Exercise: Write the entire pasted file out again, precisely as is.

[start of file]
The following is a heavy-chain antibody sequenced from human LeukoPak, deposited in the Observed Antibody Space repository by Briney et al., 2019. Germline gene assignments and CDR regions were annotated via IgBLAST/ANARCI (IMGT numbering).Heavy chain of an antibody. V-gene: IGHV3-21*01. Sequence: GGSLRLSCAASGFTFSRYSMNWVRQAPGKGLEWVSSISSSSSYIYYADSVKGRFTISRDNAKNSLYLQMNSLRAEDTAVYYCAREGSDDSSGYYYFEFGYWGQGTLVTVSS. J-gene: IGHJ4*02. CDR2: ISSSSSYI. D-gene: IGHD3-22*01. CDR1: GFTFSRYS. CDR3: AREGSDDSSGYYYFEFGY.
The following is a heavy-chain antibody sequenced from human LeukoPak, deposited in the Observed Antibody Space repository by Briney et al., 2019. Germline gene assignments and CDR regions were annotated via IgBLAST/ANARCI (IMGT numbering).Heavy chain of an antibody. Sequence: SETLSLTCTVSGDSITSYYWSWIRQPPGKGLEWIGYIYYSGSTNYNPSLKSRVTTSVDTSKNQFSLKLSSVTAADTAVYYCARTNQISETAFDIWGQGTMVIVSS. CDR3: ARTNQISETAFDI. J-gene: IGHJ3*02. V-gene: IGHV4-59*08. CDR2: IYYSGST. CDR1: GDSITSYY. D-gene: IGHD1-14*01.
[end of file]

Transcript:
The following is a heavy-chain antibody sequenced from human LeukoPak, deposited in the Observed Antibody Space repository by Briney et al., 2019. Germline gene assignments and CDR regions were annotated via IgBLAST/ANARCI (IMGT numbering).Heavy chain of an antibody. V-gene: IGHV3-21*01. Sequence: GGSLRLSCAASGFTFSRYSMNWVRQAPGKGLEWVSSISSSSSYIYYADSVKGRFTISRDNAKNSLYLQMNSLRAEDTAVYYCAREGSDDSSGYYYFEFGYWGQGTLVTVSS. J-gene: IGHJ4*02. CDR2: ISSSSSYI. D-gene: IGHD3-22*01. CDR1: GFTFSRYS. CDR3: AREGSDDSSGYYYFEFGY.
The following is a heavy-chain antibody sequenced from human LeukoPak, deposited in the Observed Antibody Space repository by Briney et al., 2019. Germline gene assignments and CDR regions were annotated via IgBLAST/ANARCI (IMGT numbering).Heavy chain of an antibody. Sequence: SETLSLTCTVSGDSITSYYWSWIRQPPGKGLEWIGYIYYSGSTNYNPSLKSRVTTSVDTSKNQFSLKLSSVTAADTAVYYCARTNQISETAFDIWGQGTMVIVSS. CDR3: ARTNQISETAFDI. J-gene: IGHJ3*02. V-gene: IGHV4-59*08. CDR2: IYYSGST. CDR1: GDSITSYY. D-gene: IGHD1-14*01.